Freed Israeli photographer to return home after 5 months’ imprisonment in Libya

By Matti Friedman, AP
Monday, August 9, 2010

Israeli held in Libya returning home after release

JERUSALEM — An Israeli arrested and imprisoned in Libya last March while photographing Jewish sites was returning home Monday after being freed in a complicated deal engineered by Israel’s foreign minister, officials said.

Rafael Rafram Chaddad, an Israeli-Tunisian dual national, was in Libya on behalf of an organization dedicated to documenting and preserving the history of Libya’s vanished Jewish community when he disappeared in March.

His whereabouts were kept secret until Sunday, when Israeli officials announced that he had been freed by Libyan authorities after prolonged negotiations through third parties and was flown to Vienna.

The strange details of the case were subject to a gag order from Israel’s military censor until Sunday, because of fears that publication could endanger the photographer. The case involved international diplomatic efforts and the intervention of an Austrian tycoon, and was also linked to a pro-Palestinian ship sponsored by Libya that tried to run the blockade of Gaza last month.

“The Foreign Ministry and the foreign minister worked for a long time to have him freed, along with other international bodies, and we thank all involved for their help,” the ministry’s spokesman, Andy David, said Monday.

David, who gave the first official Israeli comment on the affair, declined to provide further details. Libyan authorities have not commented.

Libya and Israel have a history of hostility and do not have diplomatic ties. Chaddad was traveling on his Tunisian passport when he was arrested.

Israeli officials said the efforts to free him involved Italy, which has close ties to Libya and is home to a Libyan Jewish exile community, as well as France, the U.S. and Tunisia.

As part of the deal, the officials said, when a Libyan charity sent a ship in July to break the blockade of Gaza, Israel allowed 20 prefabricated houses from its cargo into the Palestinian territory as a gesture to Libya’s government. The ship was not allowed to reach Gaza and was instead diverted to an Egyptian port, where the houses were loaded onto trucks and taken into the coastal Palestinian territory.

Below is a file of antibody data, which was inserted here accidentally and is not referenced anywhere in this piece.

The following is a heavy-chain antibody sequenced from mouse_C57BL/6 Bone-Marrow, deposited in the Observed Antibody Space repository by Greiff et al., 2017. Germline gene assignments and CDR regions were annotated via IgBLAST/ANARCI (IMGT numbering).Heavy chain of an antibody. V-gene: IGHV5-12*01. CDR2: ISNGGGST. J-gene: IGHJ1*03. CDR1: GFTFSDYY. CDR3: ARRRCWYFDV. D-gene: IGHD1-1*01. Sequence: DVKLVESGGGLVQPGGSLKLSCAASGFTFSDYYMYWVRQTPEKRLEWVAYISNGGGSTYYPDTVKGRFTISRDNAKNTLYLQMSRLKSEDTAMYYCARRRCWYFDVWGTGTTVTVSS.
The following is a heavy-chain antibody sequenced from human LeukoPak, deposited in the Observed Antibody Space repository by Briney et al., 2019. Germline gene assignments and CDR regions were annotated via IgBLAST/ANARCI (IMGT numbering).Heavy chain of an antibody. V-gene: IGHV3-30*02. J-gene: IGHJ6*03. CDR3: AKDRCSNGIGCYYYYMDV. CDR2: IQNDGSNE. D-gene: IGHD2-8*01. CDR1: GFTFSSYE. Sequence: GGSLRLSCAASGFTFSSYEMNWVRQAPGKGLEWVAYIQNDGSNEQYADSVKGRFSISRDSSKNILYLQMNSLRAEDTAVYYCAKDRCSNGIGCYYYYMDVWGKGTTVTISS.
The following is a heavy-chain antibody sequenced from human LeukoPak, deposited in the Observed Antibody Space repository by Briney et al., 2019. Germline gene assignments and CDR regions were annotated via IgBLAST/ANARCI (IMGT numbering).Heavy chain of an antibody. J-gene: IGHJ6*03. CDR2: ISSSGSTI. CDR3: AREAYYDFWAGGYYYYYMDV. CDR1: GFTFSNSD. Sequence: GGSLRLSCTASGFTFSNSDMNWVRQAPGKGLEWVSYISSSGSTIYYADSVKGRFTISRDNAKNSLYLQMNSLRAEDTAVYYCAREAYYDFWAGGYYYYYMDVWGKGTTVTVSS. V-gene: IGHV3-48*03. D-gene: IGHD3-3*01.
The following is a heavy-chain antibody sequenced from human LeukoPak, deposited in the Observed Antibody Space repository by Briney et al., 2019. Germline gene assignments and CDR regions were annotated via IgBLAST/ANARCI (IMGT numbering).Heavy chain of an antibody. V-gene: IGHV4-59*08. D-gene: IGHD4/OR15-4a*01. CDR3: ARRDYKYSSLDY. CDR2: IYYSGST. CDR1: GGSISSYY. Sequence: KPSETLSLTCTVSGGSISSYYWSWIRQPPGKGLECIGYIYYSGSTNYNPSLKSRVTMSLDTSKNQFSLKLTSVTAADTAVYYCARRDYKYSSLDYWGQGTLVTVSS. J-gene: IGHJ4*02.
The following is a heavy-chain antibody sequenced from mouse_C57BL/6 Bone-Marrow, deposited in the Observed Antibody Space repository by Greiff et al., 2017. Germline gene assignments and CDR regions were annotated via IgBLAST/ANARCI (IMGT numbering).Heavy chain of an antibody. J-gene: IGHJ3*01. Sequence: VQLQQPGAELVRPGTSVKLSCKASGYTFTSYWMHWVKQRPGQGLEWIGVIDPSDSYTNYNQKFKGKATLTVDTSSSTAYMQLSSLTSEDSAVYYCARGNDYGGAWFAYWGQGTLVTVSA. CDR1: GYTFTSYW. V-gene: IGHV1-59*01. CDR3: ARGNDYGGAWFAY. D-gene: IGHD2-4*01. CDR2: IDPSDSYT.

The officials said the final deal was arranged by Israeli Foreign Minister Avigdor Lieberman and an Austrian-Jewish businessman, Martin Schlaff.

Schlaff, one of Austria’s richest people, was recently described by the Wiener Zeitung newspaper as a “problem solver” who has opened doors for politicians and businessmen who were caught in a bind.

Schlaff has long had close ties with Israeli leaders, and is wanted for questioning by Israeli police in connection with suspicions he made illegal donations to Lieberman and to former Prime Minister Ariel Sharon. In April, Schlaff did not attend his father’s funeral in Israel because police said they would question him if he entered the country.

The Israeli photographer was flown to Vienna on Schlaff’s private jet, the officials said, and was greeted at the airport by Lieberman.

The officials spoke on condition of anonymity because the details had not officially been made public.

In March, Chaddad sent an e-mail saying he was heading to the Jewish Quarter in Tripoli, the Libyan capital, to photograph a synagogue, said Pedazur Benattia, whose Or Shalom Center had sponsored the photographer.

Chaddad was supposed to board a flight to Tunisia the next day but never made it, Benattia said, and it later emerged that he had been arrested in Libya.

Israel’s military censor subsequently banned publication of the case to avoid compromising the efforts to win Chaddad’s release.

Chaddad was open about what he was doing in Libya and was accompanied throughout his visit by a representative of the Libyan secret police, Benattia said. It was still unclear what had triggered the arrest, Benattia added.

The center has sent photographers to Libya in the past, usually European nationals, he said. In 2002, another photographer sent by Or Shalom — a French student — was detained and held for nine days before being released, Benattia said.

Libya, like many other Arab countries, was home to a large Jewish community until the middle of the 20th century, when Jews fled mob violence and state persecution linked to the Arab-Israeli conflict.

(This version CORRECTS spelling of photographer’s name to Chaddad.)

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